Dr. Steve Doo (Leibniz Institute for Tropical Marine Research, Bremen, Germany)
Title: Scaling organismal physiology to predictions of carbonate production in a changing marine climate
Time: Tuesday March 3rd 11:00 am Location: Conference Room 449 Madsen Building F09, USYD.
Abstract: The nourishment of carbonate beaches on coral reefs is reliant on the continual growth of calcareous organisms, and subsequent deposition on beaches. While understanding both production and deposition are both important, to date, there is a limited understanding of the dynamics that link these two processes. Large benthic foraminifera (LBFs) are unicellular organisms which calcify on coral reef algal flats and contribute >95% of carbonate beach sediments in certain locations. For this seminar, I will 1. present data collected on Lizard Island Reef to understand how substrata affect calcification rates of LBFs in current and near-future climate change scenarios of global climate change and ocean acidification. 2. I will present further syntheses of these data to understand how reef-scale carbonate production rates on Lizard Island Reef are projected to be altered by climate change. 3. Lastly, I will discuss current plans to refine both source production modelling efforts using metabolic scaling and sink deposition efforts through geospatial modelling.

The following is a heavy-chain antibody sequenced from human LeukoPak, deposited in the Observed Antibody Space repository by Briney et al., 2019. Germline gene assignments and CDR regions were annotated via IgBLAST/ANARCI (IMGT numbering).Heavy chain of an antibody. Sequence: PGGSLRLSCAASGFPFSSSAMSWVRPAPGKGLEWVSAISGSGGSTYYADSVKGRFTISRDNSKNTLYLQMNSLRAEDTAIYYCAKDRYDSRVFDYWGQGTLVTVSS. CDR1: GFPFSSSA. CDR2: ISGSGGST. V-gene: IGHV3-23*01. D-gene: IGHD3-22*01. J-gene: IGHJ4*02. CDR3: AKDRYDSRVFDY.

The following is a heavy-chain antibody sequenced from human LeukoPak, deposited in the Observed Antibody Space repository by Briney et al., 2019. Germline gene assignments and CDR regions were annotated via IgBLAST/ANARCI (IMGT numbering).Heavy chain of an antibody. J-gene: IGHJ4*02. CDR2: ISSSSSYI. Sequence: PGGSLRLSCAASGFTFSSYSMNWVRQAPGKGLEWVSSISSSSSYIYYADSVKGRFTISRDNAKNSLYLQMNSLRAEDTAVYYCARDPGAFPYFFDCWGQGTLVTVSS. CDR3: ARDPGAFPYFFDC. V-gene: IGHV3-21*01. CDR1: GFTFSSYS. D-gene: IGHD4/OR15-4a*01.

Steve Doo is currently a Postdoctoral Researcher at the Leibniz Institute of Tropical Marine Research in Bremen, Germany. His work focuses on understanding how marine calcifiers will respond to climate change effects by using a combination of laboratory- and field-based experiments. He is a graduate of the University of Sydney where he worked on both Lizard Island and One Tree Island for his PhD thesis.